Social distancing has been highlighted to have multiple secondary consequences that severely affect the lives of people in the US. These consequences might raise the chances of a person committing self-harm. The reason that could explain the higher risk was the sudden change in the emotional, mental, and physical aspects of an individual. The analysis of the data aligned to the pandemic showed nine potential influencers of suicide post-pandemic.

The first is economic stress, which can be considered as the greatest of the nine influencers. The closure of businesses, the cancellation of public events, and the suspension of other business-related transactions will risk a recession in the country. Because the problem is a highly contagious disease without a cure or vaccine, people may feel extremely hopeless or helpless, unable to find ways to turn things around.

The second is social isolation and it is a major factor in both suicide and abuse. While some people are imprisoned with their abusers at home, others are stuck in their homes and their negative thoughts. The accumulation of these thoughts and the lack of support from loved ones can lead to loneliness. That loneliness can open doors to anxiety, depression, and self-harm.

The third is reduced access to community and religious support. Gatherings are highly limited to prevent new outbreaks from occurring, but the limitation dampens the ability of people to seek much0needed emotional, mental, and spiritual support. At times like these, people seek spiritual guidance and they mostly rely on church services. They may be prone to hopelessness without access to these services. Members of community support services can feel the same if service providers fail to create new methods to assist their members.

The fourth is the barriers to mental health treatment. Clinics, hospitals, and treatment facilities are mostly focused on COVID-19. This has forced them to prevent in-person visits unless it is an emergency or related to COVID-19. People with mental health disorders can suffer from the restriction. If their condition is severe, such as major depression or schizophrenia, the inability to access and take medications can put them and their community at risk.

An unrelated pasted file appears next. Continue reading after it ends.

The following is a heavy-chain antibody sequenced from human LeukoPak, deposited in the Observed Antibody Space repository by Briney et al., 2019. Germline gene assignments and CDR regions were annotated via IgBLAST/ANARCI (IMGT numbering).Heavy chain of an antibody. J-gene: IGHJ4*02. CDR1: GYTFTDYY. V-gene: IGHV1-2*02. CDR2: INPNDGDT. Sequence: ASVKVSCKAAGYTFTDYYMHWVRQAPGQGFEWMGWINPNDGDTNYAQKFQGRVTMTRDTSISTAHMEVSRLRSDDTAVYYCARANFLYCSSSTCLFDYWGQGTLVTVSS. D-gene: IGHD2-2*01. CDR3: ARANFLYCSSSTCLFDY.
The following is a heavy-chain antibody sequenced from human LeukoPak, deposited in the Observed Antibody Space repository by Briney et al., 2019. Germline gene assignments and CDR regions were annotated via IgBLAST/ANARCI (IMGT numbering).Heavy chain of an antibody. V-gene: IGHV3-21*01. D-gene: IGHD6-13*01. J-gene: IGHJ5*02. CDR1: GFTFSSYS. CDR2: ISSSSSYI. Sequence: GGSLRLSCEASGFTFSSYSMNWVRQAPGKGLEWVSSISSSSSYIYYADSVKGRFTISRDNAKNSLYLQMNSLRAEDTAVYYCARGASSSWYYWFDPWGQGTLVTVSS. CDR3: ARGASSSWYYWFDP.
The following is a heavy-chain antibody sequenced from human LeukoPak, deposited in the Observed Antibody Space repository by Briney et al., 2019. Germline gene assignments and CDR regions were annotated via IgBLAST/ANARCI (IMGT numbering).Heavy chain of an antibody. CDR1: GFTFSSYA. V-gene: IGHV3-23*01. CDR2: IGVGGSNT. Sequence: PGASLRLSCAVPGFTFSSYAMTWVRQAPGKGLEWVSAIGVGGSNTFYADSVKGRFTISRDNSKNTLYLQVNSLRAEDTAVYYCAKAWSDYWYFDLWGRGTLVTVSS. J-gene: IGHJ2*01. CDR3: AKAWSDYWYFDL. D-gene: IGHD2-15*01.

The fifth is chronic illnesses. People with chronic illnesses are very prone to COVID-19 and so, doctors do not recommend that they visit or stay in hospitals. Some of them may feel that they are being sent home to die while waiting for everything to go back to normal. This is the psychological impact on these patients.

The sixth is the outcome of nationwide anxiety. The confirmed cases and deaths in the US are staggering. On top of that, news of chaos hitting the streets is being broadcasted. These things can raise the anxiety people feel to unimaginable scale, especially among those who have not experienced a single bout of severe anxiety in their life.

The seventh is suicide among healthcare professionals. Healthcare professionals are the main soldiers of the frontliners against COVID-19. But they are facing deadly challenges, including the shortages in personal protective equipment, inability to be with their families, and high risk of exposure to the virus. Their line of work and the pandemic can be insane to deal with, resulting in many documented cases of suicide.

The eighth is the boom in the sales of firearms. Human instincts kicked in, with many thinking guns are a way to protect themselves, despite the enemy being invisible. When their emotional and mental health decline, they are at risk of using their own firearms to harm themselves.

The last is the seasonal variation in suicide rates. For some reason, suicide cases in the US are higher in late spring and early summer, which warrants further investigation.

Researchers recommend promoting and expanding the availability of creative ways to fulfill health protocols, without hampering suicide prevention opportunities. Some of these are physical distancing but not social distancing, telemedicine, more access to mental health care, remote-based suicide interventions, and new guidelines for media reporting to stop the contagion of suicide.